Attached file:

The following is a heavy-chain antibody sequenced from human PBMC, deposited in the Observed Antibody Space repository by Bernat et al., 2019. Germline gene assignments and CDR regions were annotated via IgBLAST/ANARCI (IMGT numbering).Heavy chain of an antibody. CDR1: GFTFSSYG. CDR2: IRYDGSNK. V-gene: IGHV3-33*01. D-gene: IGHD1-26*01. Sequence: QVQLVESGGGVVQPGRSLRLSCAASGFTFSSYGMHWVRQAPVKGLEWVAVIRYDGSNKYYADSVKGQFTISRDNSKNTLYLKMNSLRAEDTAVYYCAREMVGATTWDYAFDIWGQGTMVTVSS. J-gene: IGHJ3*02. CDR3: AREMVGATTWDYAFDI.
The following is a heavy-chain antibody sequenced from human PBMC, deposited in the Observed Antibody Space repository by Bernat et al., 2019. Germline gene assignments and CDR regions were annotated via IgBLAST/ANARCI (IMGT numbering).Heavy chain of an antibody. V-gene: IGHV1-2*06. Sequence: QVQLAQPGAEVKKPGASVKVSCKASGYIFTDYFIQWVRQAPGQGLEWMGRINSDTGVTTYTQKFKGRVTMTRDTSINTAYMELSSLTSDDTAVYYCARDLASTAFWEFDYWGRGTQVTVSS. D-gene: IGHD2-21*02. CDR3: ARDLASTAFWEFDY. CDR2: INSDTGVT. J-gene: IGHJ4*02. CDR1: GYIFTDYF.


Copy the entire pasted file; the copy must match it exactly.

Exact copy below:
The following is a heavy-chain antibody sequenced from human PBMC, deposited in the Observed Antibody Space repository by Bernat et al., 2019. Germline gene assignments and CDR regions were annotated via IgBLAST/ANARCI (IMGT numbering).Heavy chain of an antibody. CDR1: GFTFSSYG. CDR2: IRYDGSNK. V-gene: IGHV3-33*01. D-gene: IGHD1-26*01. Sequence: QVQLVESGGGVVQPGRSLRLSCAASGFTFSSYGMHWVRQAPVKGLEWVAVIRYDGSNKYYADSVKGQFTISRDNSKNTLYLKMNSLRAEDTAVYYCAREMVGATTWDYAFDIWGQGTMVTVSS. J-gene: IGHJ3*02. CDR3: AREMVGATTWDYAFDI.
The following is a heavy-chain antibody sequenced from human PBMC, deposited in the Observed Antibody Space repository by Bernat et al., 2019. Germline gene assignments and CDR regions were annotated via IgBLAST/ANARCI (IMGT numbering).Heavy chain of an antibody. V-gene: IGHV1-2*06. Sequence: QVQLAQPGAEVKKPGASVKVSCKASGYIFTDYFIQWVRQAPGQGLEWMGRINSDTGVTTYTQKFKGRVTMTRDTSINTAYMELSSLTSDDTAVYYCARDLASTAFWEFDYWGRGTQVTVSS. D-gene: IGHD2-21*02. CDR3: ARDLASTAFWEFDY. CDR2: INSDTGVT. J-gene: IGHJ4*02. CDR1: GYIFTDYF.